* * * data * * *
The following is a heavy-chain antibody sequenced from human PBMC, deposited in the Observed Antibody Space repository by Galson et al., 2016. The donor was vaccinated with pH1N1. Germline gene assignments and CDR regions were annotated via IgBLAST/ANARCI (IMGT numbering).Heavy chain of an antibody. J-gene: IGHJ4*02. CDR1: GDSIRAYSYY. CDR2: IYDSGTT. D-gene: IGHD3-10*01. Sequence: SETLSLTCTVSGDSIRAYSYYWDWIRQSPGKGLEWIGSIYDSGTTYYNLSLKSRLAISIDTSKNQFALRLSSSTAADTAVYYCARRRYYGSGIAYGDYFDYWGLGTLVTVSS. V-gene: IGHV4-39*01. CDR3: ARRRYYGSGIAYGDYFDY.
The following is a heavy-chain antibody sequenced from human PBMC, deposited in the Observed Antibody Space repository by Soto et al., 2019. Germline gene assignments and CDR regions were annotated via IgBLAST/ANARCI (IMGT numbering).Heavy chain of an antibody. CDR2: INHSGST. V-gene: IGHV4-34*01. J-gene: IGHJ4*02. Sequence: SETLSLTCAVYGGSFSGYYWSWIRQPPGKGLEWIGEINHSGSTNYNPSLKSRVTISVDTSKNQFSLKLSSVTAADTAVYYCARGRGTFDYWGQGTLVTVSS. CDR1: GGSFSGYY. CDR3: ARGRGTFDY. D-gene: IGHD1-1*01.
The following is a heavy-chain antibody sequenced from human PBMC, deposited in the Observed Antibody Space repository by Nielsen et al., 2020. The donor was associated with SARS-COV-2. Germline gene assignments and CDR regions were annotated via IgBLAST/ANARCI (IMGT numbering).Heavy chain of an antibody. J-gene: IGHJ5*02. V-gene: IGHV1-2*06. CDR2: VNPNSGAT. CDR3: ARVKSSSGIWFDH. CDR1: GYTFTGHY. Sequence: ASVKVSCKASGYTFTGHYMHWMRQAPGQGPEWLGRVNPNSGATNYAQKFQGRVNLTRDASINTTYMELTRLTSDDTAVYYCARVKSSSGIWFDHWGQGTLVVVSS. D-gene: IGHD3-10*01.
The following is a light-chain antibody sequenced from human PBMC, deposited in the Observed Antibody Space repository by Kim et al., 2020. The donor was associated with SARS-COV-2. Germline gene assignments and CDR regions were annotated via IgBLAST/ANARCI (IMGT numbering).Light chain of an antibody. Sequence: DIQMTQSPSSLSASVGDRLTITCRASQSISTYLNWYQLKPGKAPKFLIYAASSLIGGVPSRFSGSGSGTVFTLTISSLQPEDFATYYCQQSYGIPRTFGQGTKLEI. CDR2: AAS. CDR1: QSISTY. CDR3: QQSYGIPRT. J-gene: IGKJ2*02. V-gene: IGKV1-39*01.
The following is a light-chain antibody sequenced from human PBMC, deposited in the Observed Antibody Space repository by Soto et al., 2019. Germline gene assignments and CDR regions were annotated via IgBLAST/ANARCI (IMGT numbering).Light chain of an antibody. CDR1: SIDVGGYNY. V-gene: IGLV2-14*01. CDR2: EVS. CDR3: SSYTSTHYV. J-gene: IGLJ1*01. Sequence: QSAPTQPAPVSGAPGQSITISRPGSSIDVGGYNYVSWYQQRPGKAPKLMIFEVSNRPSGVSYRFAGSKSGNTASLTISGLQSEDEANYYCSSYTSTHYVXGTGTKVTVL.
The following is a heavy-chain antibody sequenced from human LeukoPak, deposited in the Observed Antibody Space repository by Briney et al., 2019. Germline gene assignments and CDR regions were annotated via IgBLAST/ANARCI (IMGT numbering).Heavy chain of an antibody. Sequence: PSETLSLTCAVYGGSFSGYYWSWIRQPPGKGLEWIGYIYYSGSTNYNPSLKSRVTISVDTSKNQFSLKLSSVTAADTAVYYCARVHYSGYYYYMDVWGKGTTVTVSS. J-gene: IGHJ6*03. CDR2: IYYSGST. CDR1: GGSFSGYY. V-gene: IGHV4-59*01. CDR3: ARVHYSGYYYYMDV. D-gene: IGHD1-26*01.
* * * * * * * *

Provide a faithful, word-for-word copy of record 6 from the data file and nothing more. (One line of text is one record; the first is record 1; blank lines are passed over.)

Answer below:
The following is a heavy-chain antibody sequenced from human LeukoPak, deposited in the Observed Antibody Space repository by Briney et al., 2019. Germline gene assignments and CDR regions were annotated via IgBLAST/ANARCI (IMGT numbering).Heavy chain of an antibody. Sequence: PSETLSLTCAVYGGSFSGYYWSWIRQPPGKGLEWIGYIYYSGSTNYNPSLKSRVTISVDTSKNQFSLKLSSVTAADTAVYYCARVHYSGYYYYMDVWGKGTTVTVSS. J-gene: IGHJ6*03. CDR2: IYYSGST. CDR1: GGSFSGYY. V-gene: IGHV4-59*01. CDR3: ARVHYSGYYYYMDV. D-gene: IGHD1-26*01.